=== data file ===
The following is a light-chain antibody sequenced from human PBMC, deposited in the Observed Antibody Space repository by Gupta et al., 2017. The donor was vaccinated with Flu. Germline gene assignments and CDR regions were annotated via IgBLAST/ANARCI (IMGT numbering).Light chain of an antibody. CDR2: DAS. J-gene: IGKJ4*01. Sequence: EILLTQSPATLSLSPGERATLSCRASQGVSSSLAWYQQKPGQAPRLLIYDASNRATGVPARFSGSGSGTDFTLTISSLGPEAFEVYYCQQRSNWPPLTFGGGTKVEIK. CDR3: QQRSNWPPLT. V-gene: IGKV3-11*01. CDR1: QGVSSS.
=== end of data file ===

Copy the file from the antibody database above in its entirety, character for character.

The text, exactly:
The following is a light-chain antibody sequenced from human PBMC, deposited in the Observed Antibody Space repository by Gupta et al., 2017. The donor was vaccinated with Flu. Germline gene assignments and CDR regions were annotated via IgBLAST/ANARCI (IMGT numbering).Light chain of an antibody. CDR2: DAS. J-gene: IGKJ4*01. Sequence: EILLTQSPATLSLSPGERATLSCRASQGVSSSLAWYQQKPGQAPRLLIYDASNRATGVPARFSGSGSGTDFTLTISSLGPEAFEVYYCQQRSNWPPLTFGGGTKVEIK. CDR3: QQRSNWPPLT. V-gene: IGKV3-11*01. CDR1: QGVSSS.